To Kill a Mockingbird

why is it a "sin to kill a mockingbird"?

who or what does the mockingbird represent?

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The mockingbird represents a sense of innocence. It merely sings and brings joy to people.

You can check out the quote here,

"Atticus said to Jem one day, 'I'd rather you shoot at tin cans in the back yard, but I know you'll go after birds. Shoot all the blue jays you want, if you can hit 'em, but remember it's a sin to kill a mockingbird.'

That was the only time I ever heard Atticus say it was a sin to do something, and I asked Miss Maudie about it.

'Your father's right,' she said. 'Mockingbirds don't do one thing but make music for us to enjoy. They don't eat up people's gardens, don't nest in corncribs, they don't do one thing but sing their hearts out for us. That's why it's a sin to kill a mockingbird.'"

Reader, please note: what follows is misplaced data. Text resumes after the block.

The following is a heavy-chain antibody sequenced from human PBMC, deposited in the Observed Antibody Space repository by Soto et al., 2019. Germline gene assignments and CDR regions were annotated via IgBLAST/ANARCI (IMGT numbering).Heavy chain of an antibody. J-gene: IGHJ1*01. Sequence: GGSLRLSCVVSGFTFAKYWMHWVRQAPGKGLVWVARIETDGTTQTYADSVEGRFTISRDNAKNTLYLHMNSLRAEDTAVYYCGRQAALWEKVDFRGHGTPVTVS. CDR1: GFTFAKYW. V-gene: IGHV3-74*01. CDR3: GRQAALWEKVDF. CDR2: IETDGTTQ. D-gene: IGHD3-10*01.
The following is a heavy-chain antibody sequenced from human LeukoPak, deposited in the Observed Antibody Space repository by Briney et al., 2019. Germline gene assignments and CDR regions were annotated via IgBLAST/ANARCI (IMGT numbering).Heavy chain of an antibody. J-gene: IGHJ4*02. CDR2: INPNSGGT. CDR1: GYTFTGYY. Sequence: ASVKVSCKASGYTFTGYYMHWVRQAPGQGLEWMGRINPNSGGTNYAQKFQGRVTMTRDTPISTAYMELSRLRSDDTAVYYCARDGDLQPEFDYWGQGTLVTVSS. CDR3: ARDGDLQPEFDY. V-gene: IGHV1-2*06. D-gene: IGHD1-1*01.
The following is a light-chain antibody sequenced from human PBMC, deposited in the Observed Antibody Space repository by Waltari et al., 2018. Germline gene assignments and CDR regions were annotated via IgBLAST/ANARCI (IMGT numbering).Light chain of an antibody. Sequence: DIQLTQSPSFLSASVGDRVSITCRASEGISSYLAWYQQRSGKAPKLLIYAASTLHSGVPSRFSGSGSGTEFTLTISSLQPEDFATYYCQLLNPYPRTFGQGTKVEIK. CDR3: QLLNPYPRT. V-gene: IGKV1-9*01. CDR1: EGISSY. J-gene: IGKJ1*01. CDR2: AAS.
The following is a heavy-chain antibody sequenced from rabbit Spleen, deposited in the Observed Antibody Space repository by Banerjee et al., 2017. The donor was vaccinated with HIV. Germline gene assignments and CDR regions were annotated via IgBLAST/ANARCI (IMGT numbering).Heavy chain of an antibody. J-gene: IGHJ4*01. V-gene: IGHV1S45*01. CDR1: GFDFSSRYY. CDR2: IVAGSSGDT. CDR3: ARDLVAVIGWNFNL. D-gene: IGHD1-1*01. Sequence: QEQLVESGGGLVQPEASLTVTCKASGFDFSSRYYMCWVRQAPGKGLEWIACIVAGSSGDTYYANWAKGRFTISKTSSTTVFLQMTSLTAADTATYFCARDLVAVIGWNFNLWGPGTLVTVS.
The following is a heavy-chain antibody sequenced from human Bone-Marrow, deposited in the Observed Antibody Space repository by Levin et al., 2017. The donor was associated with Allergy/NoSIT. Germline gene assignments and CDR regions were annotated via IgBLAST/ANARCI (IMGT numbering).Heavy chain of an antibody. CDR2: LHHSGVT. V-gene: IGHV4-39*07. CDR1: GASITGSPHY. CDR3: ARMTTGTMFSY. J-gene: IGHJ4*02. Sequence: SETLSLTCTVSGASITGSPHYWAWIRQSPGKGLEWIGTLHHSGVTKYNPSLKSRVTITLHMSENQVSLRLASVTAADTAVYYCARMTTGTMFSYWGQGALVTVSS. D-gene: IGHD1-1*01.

The mockingbird also comes to represent innocents like Boo Radley and Tom Robinson.

The deeper reason is because mockingbirds are Confederate gray and blue jays are Yankee blue. (BTW, mockingbirds do eat up people's gardens. They peck my tomatoes, ruining them. Mockingbirds also drive bluebirds out of the bluebirds' nests. They are not some sweet, romantic southern thing. They are nasty bullies. Live with a glut of them year 'round, year in and year out and you'll see. You'll also see the bird diversity in your neighorhood go down. Besides singing, they make some nasty fussing sounds over and over and over)